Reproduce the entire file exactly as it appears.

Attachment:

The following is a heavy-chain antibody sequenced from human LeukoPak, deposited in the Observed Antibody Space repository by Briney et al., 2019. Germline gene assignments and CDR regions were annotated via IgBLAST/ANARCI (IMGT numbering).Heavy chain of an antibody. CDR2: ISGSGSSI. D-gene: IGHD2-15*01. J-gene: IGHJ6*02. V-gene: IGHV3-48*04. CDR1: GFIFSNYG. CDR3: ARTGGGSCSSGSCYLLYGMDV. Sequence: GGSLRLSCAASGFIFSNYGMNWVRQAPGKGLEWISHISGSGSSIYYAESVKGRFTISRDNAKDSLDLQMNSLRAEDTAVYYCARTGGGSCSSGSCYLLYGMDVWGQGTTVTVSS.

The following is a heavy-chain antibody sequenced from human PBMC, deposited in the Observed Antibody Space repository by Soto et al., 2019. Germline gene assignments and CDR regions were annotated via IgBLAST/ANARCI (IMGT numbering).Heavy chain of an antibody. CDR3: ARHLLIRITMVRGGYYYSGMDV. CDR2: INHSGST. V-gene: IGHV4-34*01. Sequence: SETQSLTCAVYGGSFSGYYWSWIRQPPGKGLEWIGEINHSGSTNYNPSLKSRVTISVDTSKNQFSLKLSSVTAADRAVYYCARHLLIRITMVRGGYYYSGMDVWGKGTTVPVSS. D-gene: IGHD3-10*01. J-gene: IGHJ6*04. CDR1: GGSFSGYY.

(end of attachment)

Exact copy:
The following is a heavy-chain antibody sequenced from human LeukoPak, deposited in the Observed Antibody Space repository by Briney et al., 2019. Germline gene assignments and CDR regions were annotated via IgBLAST/ANARCI (IMGT numbering).Heavy chain of an antibody. CDR2: ISGSGSSI. D-gene: IGHD2-15*01. J-gene: IGHJ6*02. V-gene: IGHV3-48*04. CDR1: GFIFSNYG. CDR3: ARTGGGSCSSGSCYLLYGMDV. Sequence: GGSLRLSCAASGFIFSNYGMNWVRQAPGKGLEWISHISGSGSSIYYAESVKGRFTISRDNAKDSLDLQMNSLRAEDTAVYYCARTGGGSCSSGSCYLLYGMDVWGQGTTVTVSS.

The following is a heavy-chain antibody sequenced from human PBMC, deposited in the Observed Antibody Space repository by Soto et al., 2019. Germline gene assignments and CDR regions were annotated via IgBLAST/ANARCI (IMGT numbering).Heavy chain of an antibody. CDR3: ARHLLIRITMVRGGYYYSGMDV. CDR2: INHSGST. V-gene: IGHV4-34*01. Sequence: SETQSLTCAVYGGSFSGYYWSWIRQPPGKGLEWIGEINHSGSTNYNPSLKSRVTISVDTSKNQFSLKLSSVTAADRAVYYCARHLLIRITMVRGGYYYSGMDVWGKGTTVPVSS. D-gene: IGHD3-10*01. J-gene: IGHJ6*04. CDR1: GGSFSGYY.